For more than 20 years, Derrick Hamilton struggled to survive in prison, bouncing from one correctional facility to another and enduring lengthy stays in solitary confinement.
As a man who claimed innocence despite his conviction, Hamilton was also forced to navigate the complicated waters of the legal system, one tortuous appeal at a time. He resorted to the only person who could effectively and tirelessly champion his cause in the courts: himself.
“The law saved my life,” Hamilton explained in a profile piece in the New Yorker. “That was the one thing I could become fixated upon every day when I woke up and when I went to sleep.”
After earning his high-school equivalency diploma and taking a class on legal research during his time at the Elmira Correctional Facility, Hamilton began studying in the prison’s law library, eventually teaching himself enough criminal law to become “one of the most skilled jailhouse lawyers in the country.” When he wasn’t embedded in the details of his own case, however, Hamilton would also lend help to his fellow inmates, guiding them to passages in legal texts that were relevant to their own cases.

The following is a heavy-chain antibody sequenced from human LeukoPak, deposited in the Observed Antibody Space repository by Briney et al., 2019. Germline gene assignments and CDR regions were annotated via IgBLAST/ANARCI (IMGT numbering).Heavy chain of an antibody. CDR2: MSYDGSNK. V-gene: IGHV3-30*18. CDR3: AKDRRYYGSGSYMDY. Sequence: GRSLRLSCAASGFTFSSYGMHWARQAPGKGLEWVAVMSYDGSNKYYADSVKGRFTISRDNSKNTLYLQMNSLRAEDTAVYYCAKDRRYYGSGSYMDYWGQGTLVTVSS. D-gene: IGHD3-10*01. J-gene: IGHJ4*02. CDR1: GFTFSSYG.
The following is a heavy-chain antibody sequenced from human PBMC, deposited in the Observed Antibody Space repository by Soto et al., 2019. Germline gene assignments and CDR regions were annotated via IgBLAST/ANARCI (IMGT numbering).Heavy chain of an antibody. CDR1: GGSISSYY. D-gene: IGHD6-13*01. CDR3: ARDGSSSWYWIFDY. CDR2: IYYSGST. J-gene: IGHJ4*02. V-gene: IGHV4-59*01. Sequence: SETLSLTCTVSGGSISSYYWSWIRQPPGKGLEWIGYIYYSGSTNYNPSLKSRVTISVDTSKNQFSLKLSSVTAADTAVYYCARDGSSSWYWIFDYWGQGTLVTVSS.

Hamilton was eventually paroled and his case has since been vacated and dismissed after the Brooklyn District Attorney’s Conviction Integrity Unit (CIU) concluded that he was innocent of all charges. Today, he teaches Cardozo law students in the Perlmutter Freedom Clinic how to work to the highest standards in defending clients who have been wrongfully convicted or are seeking clemency for unfairly long prison sentences.